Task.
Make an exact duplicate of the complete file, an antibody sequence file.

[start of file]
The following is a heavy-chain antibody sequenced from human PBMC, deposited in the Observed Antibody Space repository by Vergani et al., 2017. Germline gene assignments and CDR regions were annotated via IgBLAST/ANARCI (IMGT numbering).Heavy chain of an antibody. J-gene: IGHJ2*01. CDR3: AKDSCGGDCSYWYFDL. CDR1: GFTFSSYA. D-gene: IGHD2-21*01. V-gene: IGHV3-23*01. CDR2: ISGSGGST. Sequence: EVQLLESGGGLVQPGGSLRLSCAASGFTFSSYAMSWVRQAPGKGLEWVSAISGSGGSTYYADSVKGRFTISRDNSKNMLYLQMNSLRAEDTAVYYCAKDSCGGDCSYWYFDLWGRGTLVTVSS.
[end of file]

The following is a heavy-chain antibody sequenced from human PBMC, deposited in the Observed Antibody Space repository by Vergani et al., 2017. Germline gene assignments and CDR regions were annotated via IgBLAST/ANARCI (IMGT numbering).Heavy chain of an antibody. J-gene: IGHJ2*01. CDR3: AKDSCGGDCSYWYFDL. CDR1: GFTFSSYA. D-gene: IGHD2-21*01. V-gene: IGHV3-23*01. CDR2: ISGSGGST. Sequence: EVQLLESGGGLVQPGGSLRLSCAASGFTFSSYAMSWVRQAPGKGLEWVSAISGSGGSTYYADSVKGRFTISRDNSKNMLYLQMNSLRAEDTAVYYCAKDSCGGDCSYWYFDLWGRGTLVTVSS.